10 best hardcore albums of the 1980s | Revolver

10 best hardcore albums of the 1980s

From 'Bad Brains' to 'Victim in Pain'
black flag 1982 GETTY, Frank Mullen/WireImage
photograph by Frank Mullen/WireImage

Revolver has teamed with Agnostic Front for an exclusive "black platinum swirl" colored vinyl re-press of Victim in Pain — limited to 500 worldwide. Order yours now.

While hardcore is one of the last remaining regional genres in a globalized musical landscape, in the 1980s, it was hyper-regional, with variations in every major locale throughout North America and beyond. There're important sonic differences between the sounds of San Francisco and L.A., NY and Boston, D.C. and Detroit, etc. And as the decade bore on, each of those scenes evolved dramatically as the genre ballooned to accommodate heavier, catchier and more experimental sounds.

Narrowing down hardcore's foundational decade to a mere 10 records almost feels like a ridiculous exercise. Obviously, there're many incredible records (not to mention 7-inches, since we used full-length LPs as the criteria here) not included below.

But these 10 are unfuckwithable. You can't talk about 1980s hardcore without them. Hell, you can't talk about hardcore without them.

Agnostic Front - Victim in Pain

While New York didn't become the U.S.'s premier hardcore hotspot until the end of the 1980s, Agnostic Front's inimitable 1984 debut, Victim In Pain, codified the region's cold, gritty, street-wise take on the genre.

With Vinnie Stigma's brash guitars and Roger Miret's combustible vocals, the way these songs ricochet between blazing speed and moshy stomp sections laid the building blocks for what would soon become a seismic shift in the broader genre's fabric.

Cro-Mags, Sick of It All, Youth of Today, Judge, Madball — none of them would exist (in quite the same way, at least) without Victim in Pain

Bad Brains - Bad Brains

Bad Brains' genre-blurring I Against I might be their album with the longest tail (see: Turnstile), but in a list of Eighties hardcore records, it feels criminal to discount their inimitable debut.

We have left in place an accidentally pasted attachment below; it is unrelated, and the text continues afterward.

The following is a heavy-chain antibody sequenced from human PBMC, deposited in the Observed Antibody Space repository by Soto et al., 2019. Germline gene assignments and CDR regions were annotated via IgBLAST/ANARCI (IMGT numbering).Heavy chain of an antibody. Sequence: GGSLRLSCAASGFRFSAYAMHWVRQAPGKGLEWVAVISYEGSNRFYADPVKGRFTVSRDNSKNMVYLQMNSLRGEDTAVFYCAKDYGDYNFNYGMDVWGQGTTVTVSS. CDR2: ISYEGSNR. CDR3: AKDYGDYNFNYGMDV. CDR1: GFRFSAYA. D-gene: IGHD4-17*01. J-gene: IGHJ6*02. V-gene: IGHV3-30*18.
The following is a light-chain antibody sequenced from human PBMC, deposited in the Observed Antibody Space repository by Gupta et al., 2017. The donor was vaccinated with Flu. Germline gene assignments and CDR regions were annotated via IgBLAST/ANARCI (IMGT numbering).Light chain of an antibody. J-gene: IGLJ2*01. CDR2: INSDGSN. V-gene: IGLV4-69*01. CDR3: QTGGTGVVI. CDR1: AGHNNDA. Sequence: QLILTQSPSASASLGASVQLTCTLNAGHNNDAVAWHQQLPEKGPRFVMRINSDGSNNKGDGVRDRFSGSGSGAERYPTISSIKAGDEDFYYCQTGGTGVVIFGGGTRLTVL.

Pioneering, crucial, groundbreaking — none of those words feel hefty enough to describe Bad Brains (a.k.a. the ROIR cassette), an album with an undeniable influence on the moshy rhythms of NYHC, and (since many of these songs existed when they were still a D.C. band) has a major foothold in the capitol region scene spurred by Minor Threat. "Sailin' On," "Banned in D.C.," "Supertouch/Shitfit," "Big Takeover" — all hits.

It might be the definitive East Coast hardcore record.

Black Flag - Damaged

The perennial punk debate between My War and Damaged rages on all these years later, but let's be real: Damaged is the better album.

While it was delayed due to label fuckery and includes several songs that Black Flag had released with their three previous vocalists, the 1981 LP is arguably Black Flag's most purely enjoyable full-length. "Rise Above" is an all-time fist-pumper, Rollins' feral vocals on "Depression" snap, and goofy outliers like "Six Pack" and "TV Party" are counterbalanced by the glass-eating savagery of closer "Damaged I."

My War is heavy. It's influential. But it doesn't rock like Damaged.

Circle Jerks - Group Sex

Following his departure from Black Flag, wild-man vocalist Keith Morris started the Circle Jerks and released one of the most animated, cuckoo, devilishly catchy hardcore records ever. Group Sex defined so much of the California punk sound with huge, snotty chant-alongs like "Deny Everything," "I Just Want Some Skank," "World Up My Ass" and "Live Fast Die Young."

It was music that bled adolescent angst and energy, but wasn't dark or politically charged. Any kid could enjoy it, and basically all skate punk — from Bad Religion to Green Day and beyond — owes a debt to Group Sex.

Cro-Mags - Age of Quarrel